More Employers Plan to Reverse Pay and Benefit Cuts

August 13, 2009 ( - The number of employers planning to reverse salary cuts and freezes and reinstate a matching contribution to 401(k) plans has increased in the past two months, according to the latest update to an ongoing series of surveys by Watson Wyatt.

The survey found that 24% of employers plan to reverse reductions to 401(k) match contributions in the next six months, versus 5% in June, according to a press release. Additionally, 33% of employers that froze salaries plan to unfreeze them within the next six months, up from 17% two months ago.

Forty-four percent plan to roll back salary cuts in the next six months, compared with 30% who said so two months ago.

However, employers’ confidence in their business recovery does not translate to changes in other cost-cutting measures. The survey found that 66% of respondents that increased the percentage that employees pay for health care premiums do not expect to reverse that decision.

Also, 40% of respondents are planning to shift more health care benefit costs to workers by increasing the percentage of premiums they pay, and another 41% of companies expect to increase the deductibles, copays or out-of-pocket maximums for their 2010 health care plans.

While employers may be soon reinstating match contributions, the economy has had some long-term effects on worker retirements. According to the press release, looking ahead three to five years, 83% of employers surveyed expect to see an increase in the number of employees working longer, past their desired retirement ages.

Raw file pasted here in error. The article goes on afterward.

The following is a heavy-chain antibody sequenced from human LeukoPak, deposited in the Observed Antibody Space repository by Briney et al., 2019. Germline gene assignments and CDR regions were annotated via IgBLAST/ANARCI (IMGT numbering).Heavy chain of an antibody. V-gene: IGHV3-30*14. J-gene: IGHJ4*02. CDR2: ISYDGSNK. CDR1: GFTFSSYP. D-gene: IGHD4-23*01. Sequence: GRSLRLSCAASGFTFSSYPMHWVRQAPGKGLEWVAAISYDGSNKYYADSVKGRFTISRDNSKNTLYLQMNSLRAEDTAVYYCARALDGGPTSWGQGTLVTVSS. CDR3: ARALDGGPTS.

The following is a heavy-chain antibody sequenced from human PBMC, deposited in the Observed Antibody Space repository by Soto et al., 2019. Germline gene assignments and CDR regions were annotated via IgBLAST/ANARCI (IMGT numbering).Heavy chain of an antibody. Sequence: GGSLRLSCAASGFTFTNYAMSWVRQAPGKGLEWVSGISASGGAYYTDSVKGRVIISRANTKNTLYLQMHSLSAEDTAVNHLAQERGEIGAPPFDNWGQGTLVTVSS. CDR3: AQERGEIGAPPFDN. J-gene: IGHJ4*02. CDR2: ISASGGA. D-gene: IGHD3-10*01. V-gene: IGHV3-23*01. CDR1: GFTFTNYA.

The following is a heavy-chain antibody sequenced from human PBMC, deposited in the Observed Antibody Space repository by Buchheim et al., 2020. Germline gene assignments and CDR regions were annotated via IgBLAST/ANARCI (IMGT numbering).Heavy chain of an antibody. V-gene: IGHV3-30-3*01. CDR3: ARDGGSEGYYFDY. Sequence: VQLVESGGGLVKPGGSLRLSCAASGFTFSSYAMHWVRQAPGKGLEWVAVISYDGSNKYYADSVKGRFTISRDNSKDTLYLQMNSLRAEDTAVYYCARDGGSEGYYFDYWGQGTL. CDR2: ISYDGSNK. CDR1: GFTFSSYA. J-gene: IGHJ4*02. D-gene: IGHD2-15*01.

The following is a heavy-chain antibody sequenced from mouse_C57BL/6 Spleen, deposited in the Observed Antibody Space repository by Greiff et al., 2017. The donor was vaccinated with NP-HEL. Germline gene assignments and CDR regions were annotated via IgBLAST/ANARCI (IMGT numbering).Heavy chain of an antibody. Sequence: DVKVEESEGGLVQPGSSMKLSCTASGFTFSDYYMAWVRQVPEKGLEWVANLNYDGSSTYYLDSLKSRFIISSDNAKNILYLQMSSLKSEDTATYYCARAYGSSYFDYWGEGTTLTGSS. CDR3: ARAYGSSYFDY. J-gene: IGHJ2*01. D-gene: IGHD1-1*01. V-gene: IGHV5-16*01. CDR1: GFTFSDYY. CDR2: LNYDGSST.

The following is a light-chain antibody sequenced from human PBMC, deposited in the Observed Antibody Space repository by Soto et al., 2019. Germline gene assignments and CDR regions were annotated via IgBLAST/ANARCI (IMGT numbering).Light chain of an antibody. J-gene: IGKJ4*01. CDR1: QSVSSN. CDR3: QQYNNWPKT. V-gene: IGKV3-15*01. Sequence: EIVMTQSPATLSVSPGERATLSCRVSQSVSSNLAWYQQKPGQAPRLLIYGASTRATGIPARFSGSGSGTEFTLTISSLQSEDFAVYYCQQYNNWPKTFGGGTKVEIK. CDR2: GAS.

More than a third of employers said they have noticed an increase in the number of employees taking hardship withdrawals (36%) and loans (37%) from their 401(k) and 403(b) plans in the last two months.

A majority of employers in the latest survey by Watson Wyatt (52%) are now more concerned about retaining their top performers and critical-skill employees than they were before the economic crisis hit. Forty-three percent of employers expect to see a reduction in staff sizes. Half also expect to see an increase in the difficulty of retaining critical-skill employees, and 46% in attracting them.

In an effort to keep employees engaged, 83% of employers said they have increased communication and 40% have held additional employee forums such as town halls or other interactive sessions to address economy-related concerns.

While almost half (47%) have changed employee roles to expand responsibilities, a far smaller number is expanding the use of recognition programs (27%) or creating special compensation programs for high-performing or at-risk employees (18%).

Watson Wyatt's latest bimonthly survey was conducted in August 2009 and includes responses from 175 large employers.

More information is at .